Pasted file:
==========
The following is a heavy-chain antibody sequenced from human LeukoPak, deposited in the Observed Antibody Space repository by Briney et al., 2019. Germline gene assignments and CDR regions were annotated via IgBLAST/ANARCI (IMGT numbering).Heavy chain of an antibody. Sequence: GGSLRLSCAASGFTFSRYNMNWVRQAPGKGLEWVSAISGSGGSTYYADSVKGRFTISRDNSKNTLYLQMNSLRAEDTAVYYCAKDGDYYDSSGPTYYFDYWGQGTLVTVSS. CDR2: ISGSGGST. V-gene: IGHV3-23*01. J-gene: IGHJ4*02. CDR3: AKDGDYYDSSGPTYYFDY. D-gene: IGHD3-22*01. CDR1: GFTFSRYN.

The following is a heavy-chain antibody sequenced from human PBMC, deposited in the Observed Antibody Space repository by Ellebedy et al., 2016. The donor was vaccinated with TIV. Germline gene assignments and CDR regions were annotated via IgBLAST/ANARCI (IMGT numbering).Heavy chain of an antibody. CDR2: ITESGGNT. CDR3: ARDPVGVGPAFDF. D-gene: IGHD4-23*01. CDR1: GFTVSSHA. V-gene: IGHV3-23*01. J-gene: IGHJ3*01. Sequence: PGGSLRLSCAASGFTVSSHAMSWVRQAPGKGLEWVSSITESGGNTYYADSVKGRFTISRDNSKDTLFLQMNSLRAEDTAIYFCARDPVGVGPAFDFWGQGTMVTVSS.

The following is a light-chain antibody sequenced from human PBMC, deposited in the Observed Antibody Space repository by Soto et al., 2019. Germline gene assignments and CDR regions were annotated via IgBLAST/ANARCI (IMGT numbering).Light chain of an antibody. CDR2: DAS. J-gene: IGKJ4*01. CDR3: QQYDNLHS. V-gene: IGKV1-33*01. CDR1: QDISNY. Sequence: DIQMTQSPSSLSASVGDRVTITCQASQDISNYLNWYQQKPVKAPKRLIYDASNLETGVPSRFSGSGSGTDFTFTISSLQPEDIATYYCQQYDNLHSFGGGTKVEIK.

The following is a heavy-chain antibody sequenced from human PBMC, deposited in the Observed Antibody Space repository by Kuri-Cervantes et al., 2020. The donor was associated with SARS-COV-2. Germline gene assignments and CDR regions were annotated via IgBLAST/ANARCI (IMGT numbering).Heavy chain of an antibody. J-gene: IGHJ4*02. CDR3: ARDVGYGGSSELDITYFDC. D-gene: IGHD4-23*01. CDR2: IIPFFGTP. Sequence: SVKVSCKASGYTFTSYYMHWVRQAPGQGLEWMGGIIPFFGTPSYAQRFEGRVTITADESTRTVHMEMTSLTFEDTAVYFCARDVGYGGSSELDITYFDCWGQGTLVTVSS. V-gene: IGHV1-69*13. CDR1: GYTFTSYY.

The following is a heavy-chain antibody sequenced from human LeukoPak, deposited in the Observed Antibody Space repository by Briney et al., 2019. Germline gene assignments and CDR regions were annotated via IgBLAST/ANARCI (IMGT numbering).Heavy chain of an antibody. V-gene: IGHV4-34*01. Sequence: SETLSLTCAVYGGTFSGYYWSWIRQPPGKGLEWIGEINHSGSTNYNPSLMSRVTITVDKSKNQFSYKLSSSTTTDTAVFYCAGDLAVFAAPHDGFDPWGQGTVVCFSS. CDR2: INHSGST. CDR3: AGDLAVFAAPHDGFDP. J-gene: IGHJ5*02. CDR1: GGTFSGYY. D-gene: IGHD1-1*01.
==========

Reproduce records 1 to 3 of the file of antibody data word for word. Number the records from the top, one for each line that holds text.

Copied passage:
The following is a heavy-chain antibody sequenced from human LeukoPak, deposited in the Observed Antibody Space repository by Briney et al., 2019. Germline gene assignments and CDR regions were annotated via IgBLAST/ANARCI (IMGT numbering).Heavy chain of an antibody. Sequence: GGSLRLSCAASGFTFSRYNMNWVRQAPGKGLEWVSAISGSGGSTYYADSVKGRFTISRDNSKNTLYLQMNSLRAEDTAVYYCAKDGDYYDSSGPTYYFDYWGQGTLVTVSS. CDR2: ISGSGGST. V-gene: IGHV3-23*01. J-gene: IGHJ4*02. CDR3: AKDGDYYDSSGPTYYFDY. D-gene: IGHD3-22*01. CDR1: GFTFSRYN.

The following is a heavy-chain antibody sequenced from human PBMC, deposited in the Observed Antibody Space repository by Ellebedy et al., 2016. The donor was vaccinated with TIV. Germline gene assignments and CDR regions were annotated via IgBLAST/ANARCI (IMGT numbering).Heavy chain of an antibody. CDR2: ITESGGNT. CDR3: ARDPVGVGPAFDF. D-gene: IGHD4-23*01. CDR1: GFTVSSHA. V-gene: IGHV3-23*01. J-gene: IGHJ3*01. Sequence: PGGSLRLSCAASGFTVSSHAMSWVRQAPGKGLEWVSSITESGGNTYYADSVKGRFTISRDNSKDTLFLQMNSLRAEDTAIYFCARDPVGVGPAFDFWGQGTMVTVSS.

The following is a light-chain antibody sequenced from human PBMC, deposited in the Observed Antibody Space repository by Soto et al., 2019. Germline gene assignments and CDR regions were annotated via IgBLAST/ANARCI (IMGT numbering).Light chain of an antibody. CDR2: DAS. J-gene: IGKJ4*01. CDR3: QQYDNLHS. V-gene: IGKV1-33*01. CDR1: QDISNY. Sequence: DIQMTQSPSSLSASVGDRVTITCQASQDISNYLNWYQQKPVKAPKRLIYDASNLETGVPSRFSGSGSGTDFTFTISSLQPEDIATYYCQQYDNLHSFGGGTKVEIK.